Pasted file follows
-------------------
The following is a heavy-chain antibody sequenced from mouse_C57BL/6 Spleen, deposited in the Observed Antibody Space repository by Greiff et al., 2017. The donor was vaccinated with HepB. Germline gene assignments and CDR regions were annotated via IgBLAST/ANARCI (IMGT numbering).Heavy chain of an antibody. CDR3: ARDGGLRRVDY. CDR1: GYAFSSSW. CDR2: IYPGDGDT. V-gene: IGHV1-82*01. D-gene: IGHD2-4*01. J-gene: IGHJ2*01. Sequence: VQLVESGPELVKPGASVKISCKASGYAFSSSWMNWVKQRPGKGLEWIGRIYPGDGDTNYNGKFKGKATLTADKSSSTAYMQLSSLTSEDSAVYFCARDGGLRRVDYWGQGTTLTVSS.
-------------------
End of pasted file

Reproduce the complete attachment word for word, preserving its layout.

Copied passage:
The following is a heavy-chain antibody sequenced from mouse_C57BL/6 Spleen, deposited in the Observed Antibody Space repository by Greiff et al., 2017. The donor was vaccinated with HepB. Germline gene assignments and CDR regions were annotated via IgBLAST/ANARCI (IMGT numbering).Heavy chain of an antibody. CDR3: ARDGGLRRVDY. CDR1: GYAFSSSW. CDR2: IYPGDGDT. V-gene: IGHV1-82*01. D-gene: IGHD2-4*01. J-gene: IGHJ2*01. Sequence: VQLVESGPELVKPGASVKISCKASGYAFSSSWMNWVKQRPGKGLEWIGRIYPGDGDTNYNGKFKGKATLTADKSSSTAYMQLSSLTSEDSAVYFCARDGGLRRVDYWGQGTTLTVSS.